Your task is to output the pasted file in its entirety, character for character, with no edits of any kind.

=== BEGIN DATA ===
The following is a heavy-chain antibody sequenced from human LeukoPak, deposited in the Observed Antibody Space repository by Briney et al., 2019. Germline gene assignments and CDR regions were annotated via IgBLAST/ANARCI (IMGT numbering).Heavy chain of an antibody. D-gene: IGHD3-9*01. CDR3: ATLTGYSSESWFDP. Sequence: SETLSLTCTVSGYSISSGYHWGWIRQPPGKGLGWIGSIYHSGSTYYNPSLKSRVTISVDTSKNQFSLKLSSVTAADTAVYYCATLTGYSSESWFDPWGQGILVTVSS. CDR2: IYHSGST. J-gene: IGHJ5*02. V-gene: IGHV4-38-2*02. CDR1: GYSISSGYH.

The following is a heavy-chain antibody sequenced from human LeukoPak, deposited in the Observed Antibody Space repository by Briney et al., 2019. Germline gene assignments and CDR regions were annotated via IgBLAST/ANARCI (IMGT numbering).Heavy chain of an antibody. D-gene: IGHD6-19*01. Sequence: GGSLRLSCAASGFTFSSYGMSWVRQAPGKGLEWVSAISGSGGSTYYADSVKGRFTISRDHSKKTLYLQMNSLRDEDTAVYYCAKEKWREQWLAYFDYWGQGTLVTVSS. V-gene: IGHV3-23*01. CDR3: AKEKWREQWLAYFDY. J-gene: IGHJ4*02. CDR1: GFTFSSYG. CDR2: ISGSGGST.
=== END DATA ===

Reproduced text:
The following is a heavy-chain antibody sequenced from human LeukoPak, deposited in the Observed Antibody Space repository by Briney et al., 2019. Germline gene assignments and CDR regions were annotated via IgBLAST/ANARCI (IMGT numbering).Heavy chain of an antibody. D-gene: IGHD3-9*01. CDR3: ATLTGYSSESWFDP. Sequence: SETLSLTCTVSGYSISSGYHWGWIRQPPGKGLGWIGSIYHSGSTYYNPSLKSRVTISVDTSKNQFSLKLSSVTAADTAVYYCATLTGYSSESWFDPWGQGILVTVSS. CDR2: IYHSGST. J-gene: IGHJ5*02. V-gene: IGHV4-38-2*02. CDR1: GYSISSGYH.

The following is a heavy-chain antibody sequenced from human LeukoPak, deposited in the Observed Antibody Space repository by Briney et al., 2019. Germline gene assignments and CDR regions were annotated via IgBLAST/ANARCI (IMGT numbering).Heavy chain of an antibody. D-gene: IGHD6-19*01. Sequence: GGSLRLSCAASGFTFSSYGMSWVRQAPGKGLEWVSAISGSGGSTYYADSVKGRFTISRDHSKKTLYLQMNSLRDEDTAVYYCAKEKWREQWLAYFDYWGQGTLVTVSS. V-gene: IGHV3-23*01. CDR3: AKEKWREQWLAYFDY. J-gene: IGHJ4*02. CDR1: GFTFSSYG. CDR2: ISGSGGST.